Augustus Moore Herring

Augustus Moore Herring - Picture - None - More Aviation History

Augustus Moore Herring Information

Augustus Moore Herring

Augustus Moore Herring (August 3, 1867 - July 17, 1926) was an American aviation pioneer, who flew a compressed-air powered aircraft in 1898, five years before the Wright Brothers made their own powered flight. It has been claimed that he was the first aviator of a motorized heavier-than-air aircraft.


Herring was born in Covington, Georgia, to William F. Herring, a wealthy cotton broker, and his wife Cloe Perry Conyers. He studied in both Switzerland and Germany, before his family settled in New York in 1884. In 1888, when he was a student at the Stevens Institute of Technology, Herring was already building models of flying machines. By 1893, he had built a full sized glider - which he crashed trying when to leave the ground. He began studying glider expert Otto Lilienthal's work. In 1894, Herring built a Type 11-monoplane glider based on Otto Lilienthal‘s 1893 German patent.

Herring was then hired by Octave Chanute to build the aircraft Herring had drawn plans for. The following year, he assisted Samuel Pierpont Langley in his experiments. Herring soon began experimenting on his own. In 1896, he applied for the earliest patent of its type in the United States: for a man-supporting, heavier-than-air, "flying machine " that was motor powered and controllable, but the patent application was rejected.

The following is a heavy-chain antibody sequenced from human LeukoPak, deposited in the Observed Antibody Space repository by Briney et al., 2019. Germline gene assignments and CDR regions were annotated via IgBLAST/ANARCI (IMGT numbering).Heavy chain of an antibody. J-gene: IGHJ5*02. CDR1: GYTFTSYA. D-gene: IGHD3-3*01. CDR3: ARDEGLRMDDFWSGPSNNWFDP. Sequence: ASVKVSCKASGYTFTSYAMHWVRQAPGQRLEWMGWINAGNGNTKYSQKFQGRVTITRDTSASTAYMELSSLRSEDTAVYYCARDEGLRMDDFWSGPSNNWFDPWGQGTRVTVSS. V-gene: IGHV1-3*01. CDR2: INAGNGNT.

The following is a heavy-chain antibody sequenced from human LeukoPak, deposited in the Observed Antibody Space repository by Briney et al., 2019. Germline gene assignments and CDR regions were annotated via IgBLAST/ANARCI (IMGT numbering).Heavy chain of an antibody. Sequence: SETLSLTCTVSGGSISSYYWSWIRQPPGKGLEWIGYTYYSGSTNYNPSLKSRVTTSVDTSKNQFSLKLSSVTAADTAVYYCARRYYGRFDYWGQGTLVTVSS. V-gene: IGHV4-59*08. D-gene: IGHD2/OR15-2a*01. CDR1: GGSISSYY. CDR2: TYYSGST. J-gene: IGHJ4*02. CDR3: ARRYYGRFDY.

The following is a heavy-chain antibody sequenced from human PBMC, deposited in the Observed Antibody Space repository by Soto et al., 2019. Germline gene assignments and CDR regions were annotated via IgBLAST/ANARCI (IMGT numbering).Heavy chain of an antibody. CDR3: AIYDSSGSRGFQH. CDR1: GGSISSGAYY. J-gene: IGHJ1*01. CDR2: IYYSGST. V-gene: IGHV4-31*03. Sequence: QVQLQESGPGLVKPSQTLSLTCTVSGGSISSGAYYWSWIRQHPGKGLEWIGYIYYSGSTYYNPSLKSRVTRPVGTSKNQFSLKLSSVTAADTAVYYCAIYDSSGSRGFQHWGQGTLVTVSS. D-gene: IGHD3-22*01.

On October 11, 1898, Herring boarded an aircraft of his own design and flew 50 feet (15 m) using a compressed air engine at Silver Beach Amusement Park in St. Joseph, Michigan. A longer glide/flight followed 11 days later and was witnessed by local newspaper reporters.

In 1909 Herring joined with Glenn Curtiss to create the Herring-Curtiss Company. The next year, he left Curtiss and joined Starling Burgess in Marblehead, Massachusetts to design and build aeroplanes. He left Burgess after a year, following disagreements with another Burgess partner, Greely S. Curtis. Herring brought suit against Glenn Curtis, claiming he had been cheated out of his property and ideas.

Herring was partially paralyzed by a series of strokes, but did aviation design work for the United States Army during World War I.

He died in 1926 at the age of 59, survived by his wife, the former Lillian Mellen. Ironically, two years later Herring won his suit against Curtis with a sizeable financial award.

Claims as first to fly

Aviation historian Phil Scott in The Shoulders of Giants: A History of Human Flight to 1919 (1995, ISBN 0201627221) wrote that he does not consider Herring a candidate for the first flight claim. Scott says Herring's glider was difficult to steer and his two-cylinder, three-horsepower compressed air engine could operate for only 30 seconds at a time. Scott considers Herring as having simply expanded the traditional hang-gliding by adding an engine.

Herring's defenders point out that hang-glider fliers today steer their aircraft by shifting their body, as Herring did. The Wright brothers' steering mechanism, a "wing warping" technique, was impractical and was abandoned in aviation very early.

More airplanes.

Source: WikiPedia

eXTReMe Tracker